Once the inductors were installed the bass seemed tighter and better defined. The soundstage was definitely deeper with much stronger imaging. But there was a real issue, the treble was glaring, edgy and way to up front. In that the inductors had nothing to do with the tweeter, and I still had the original tweeter installed, I figured the issue was at the crossover point of the midrange. Perhaps it was cutting off the midrange at a higher frequency than originally designed, thus accentuation the highs??? I wrote Duelund and within an hour I had a reply. (Now remember they are seven or so hours different than me, and it was clearly after hours. This type of service was consistently what I received. Duelund quite possibly has the best service and communication of anyone in the industry, at least in this case.) I was told to re-install the existing inductors and verify what I heard. Before I did so, I measured both the existing and the new inductors once again. I then returned the original inductors to the crossover. I was now very aware of the added grain in the original inductors. I had not been aware of this graininess prior to swapping inductors, but it was quite noticeable now.

As I said, before I installed the original inductors back into the crossover, I measured the value once again. The original inductors measurements did not match the new inductors; in fact they did not match the value that they were built to. The only explanation is the hand held meter I was using was out of calibration, and by a sizable amount of about 0.008 mH at the lowest value parameters, or in the case of the midrange inductor this is about ten percent. The crossover design accepts 5%, this clearly put the smaller inductor out of design parameters.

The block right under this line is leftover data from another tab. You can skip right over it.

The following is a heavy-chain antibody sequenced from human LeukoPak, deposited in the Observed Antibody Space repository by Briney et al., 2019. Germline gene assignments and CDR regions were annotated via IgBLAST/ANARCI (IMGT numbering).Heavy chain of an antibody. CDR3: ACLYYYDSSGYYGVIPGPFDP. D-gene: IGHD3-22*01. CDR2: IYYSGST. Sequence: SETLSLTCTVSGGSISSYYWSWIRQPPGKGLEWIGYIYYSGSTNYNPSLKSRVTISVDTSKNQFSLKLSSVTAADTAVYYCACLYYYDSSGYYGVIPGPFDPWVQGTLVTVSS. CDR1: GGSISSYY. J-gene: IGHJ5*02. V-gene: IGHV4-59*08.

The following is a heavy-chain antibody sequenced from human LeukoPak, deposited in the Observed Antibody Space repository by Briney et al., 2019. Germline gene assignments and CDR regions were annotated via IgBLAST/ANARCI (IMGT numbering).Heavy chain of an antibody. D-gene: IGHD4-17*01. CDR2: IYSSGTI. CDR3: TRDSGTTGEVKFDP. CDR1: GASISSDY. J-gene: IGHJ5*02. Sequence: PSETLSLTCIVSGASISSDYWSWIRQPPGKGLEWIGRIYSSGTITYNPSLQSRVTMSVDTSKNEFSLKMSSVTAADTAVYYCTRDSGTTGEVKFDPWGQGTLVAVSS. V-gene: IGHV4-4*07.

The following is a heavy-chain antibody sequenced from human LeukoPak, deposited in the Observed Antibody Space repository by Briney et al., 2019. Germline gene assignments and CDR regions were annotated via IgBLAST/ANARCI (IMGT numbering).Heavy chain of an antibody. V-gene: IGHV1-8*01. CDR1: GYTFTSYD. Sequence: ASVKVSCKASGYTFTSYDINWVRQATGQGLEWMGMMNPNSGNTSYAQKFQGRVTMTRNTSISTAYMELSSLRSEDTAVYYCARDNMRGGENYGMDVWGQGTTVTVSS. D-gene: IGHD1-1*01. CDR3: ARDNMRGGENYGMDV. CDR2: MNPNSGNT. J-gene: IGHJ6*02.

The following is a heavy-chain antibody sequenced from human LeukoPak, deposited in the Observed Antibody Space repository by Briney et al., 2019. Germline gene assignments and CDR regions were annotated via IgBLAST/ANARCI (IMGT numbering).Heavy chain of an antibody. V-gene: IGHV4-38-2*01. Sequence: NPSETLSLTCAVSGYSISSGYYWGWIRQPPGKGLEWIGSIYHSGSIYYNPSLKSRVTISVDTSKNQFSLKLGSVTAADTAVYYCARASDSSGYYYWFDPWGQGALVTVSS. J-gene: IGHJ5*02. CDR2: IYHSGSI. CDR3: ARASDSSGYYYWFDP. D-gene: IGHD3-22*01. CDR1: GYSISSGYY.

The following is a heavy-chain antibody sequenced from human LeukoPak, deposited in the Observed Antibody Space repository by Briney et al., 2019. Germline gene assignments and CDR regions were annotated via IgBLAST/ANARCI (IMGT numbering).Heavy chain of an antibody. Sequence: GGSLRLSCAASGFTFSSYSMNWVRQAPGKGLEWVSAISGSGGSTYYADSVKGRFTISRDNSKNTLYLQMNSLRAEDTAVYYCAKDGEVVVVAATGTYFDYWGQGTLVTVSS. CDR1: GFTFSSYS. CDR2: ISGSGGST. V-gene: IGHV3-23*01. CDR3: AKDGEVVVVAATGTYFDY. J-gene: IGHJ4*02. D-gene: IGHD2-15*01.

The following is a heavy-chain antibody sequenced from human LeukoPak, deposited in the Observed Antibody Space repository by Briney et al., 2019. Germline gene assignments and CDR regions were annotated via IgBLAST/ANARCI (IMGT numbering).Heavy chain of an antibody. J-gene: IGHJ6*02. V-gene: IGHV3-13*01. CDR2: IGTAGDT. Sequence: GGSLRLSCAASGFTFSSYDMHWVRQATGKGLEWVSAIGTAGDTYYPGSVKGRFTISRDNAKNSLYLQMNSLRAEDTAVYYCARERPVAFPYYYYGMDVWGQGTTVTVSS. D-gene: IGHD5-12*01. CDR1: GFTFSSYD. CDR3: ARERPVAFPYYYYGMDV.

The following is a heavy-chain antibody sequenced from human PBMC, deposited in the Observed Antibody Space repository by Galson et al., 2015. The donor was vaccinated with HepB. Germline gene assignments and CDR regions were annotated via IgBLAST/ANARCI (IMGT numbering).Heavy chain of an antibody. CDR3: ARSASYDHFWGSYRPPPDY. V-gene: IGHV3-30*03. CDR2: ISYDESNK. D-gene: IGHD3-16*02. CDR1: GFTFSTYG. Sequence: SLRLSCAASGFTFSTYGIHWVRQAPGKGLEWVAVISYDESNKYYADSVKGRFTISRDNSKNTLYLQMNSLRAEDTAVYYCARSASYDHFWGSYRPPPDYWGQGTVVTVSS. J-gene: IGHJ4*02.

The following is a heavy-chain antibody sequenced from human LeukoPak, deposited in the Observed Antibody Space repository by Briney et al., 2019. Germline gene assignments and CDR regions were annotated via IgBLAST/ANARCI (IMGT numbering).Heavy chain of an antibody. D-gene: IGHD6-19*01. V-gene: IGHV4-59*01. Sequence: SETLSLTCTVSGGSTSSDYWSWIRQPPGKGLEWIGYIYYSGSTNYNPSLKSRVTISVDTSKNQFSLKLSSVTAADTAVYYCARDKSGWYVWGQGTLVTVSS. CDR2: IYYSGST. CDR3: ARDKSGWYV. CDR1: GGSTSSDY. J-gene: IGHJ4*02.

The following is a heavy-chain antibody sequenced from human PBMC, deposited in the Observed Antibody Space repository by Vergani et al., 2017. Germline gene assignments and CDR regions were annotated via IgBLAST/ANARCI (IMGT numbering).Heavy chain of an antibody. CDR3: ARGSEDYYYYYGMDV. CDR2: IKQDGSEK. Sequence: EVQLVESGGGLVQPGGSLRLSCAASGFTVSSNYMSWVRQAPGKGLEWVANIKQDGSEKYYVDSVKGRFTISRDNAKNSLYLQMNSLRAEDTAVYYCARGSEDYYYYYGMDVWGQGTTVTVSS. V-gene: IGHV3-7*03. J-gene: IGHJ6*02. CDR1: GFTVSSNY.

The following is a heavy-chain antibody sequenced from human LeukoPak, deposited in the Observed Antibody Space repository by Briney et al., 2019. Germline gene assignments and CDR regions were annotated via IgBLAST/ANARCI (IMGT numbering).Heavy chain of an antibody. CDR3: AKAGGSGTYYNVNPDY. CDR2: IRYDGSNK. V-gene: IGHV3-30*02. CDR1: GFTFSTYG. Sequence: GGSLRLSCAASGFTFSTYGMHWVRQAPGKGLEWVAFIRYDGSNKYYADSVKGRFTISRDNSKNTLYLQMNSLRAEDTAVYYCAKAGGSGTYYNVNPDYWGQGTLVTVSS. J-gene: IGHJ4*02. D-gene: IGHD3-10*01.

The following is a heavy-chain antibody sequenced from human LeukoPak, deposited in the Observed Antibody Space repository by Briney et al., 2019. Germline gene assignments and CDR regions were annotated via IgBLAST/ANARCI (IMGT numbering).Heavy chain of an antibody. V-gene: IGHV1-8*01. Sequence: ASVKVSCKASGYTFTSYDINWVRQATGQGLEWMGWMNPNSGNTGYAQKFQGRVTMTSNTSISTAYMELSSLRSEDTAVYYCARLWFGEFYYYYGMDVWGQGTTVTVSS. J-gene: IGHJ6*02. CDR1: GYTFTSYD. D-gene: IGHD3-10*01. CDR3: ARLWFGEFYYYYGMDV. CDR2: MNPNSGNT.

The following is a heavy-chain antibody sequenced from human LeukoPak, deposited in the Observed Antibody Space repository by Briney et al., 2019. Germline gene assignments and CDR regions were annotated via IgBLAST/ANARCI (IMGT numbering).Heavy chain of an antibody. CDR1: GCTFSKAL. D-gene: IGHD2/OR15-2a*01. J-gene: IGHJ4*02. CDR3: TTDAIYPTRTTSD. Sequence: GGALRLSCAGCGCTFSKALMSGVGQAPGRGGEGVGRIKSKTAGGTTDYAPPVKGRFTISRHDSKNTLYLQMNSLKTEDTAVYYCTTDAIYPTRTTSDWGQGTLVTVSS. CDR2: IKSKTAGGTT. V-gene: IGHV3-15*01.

For the bass inductor this was within 2%, so we concluded it should be acceptable and within the design limits. Duelund wanted to verify that we had the right value before they build another pair of inductors for the midrange, so they put together a few wire wound inductors in different values. They sent them to me within a week and had me solder them in. We finally settled on a value, and they built a new set of foil type inductors. I soldered them in, and the treble settled down for the most part.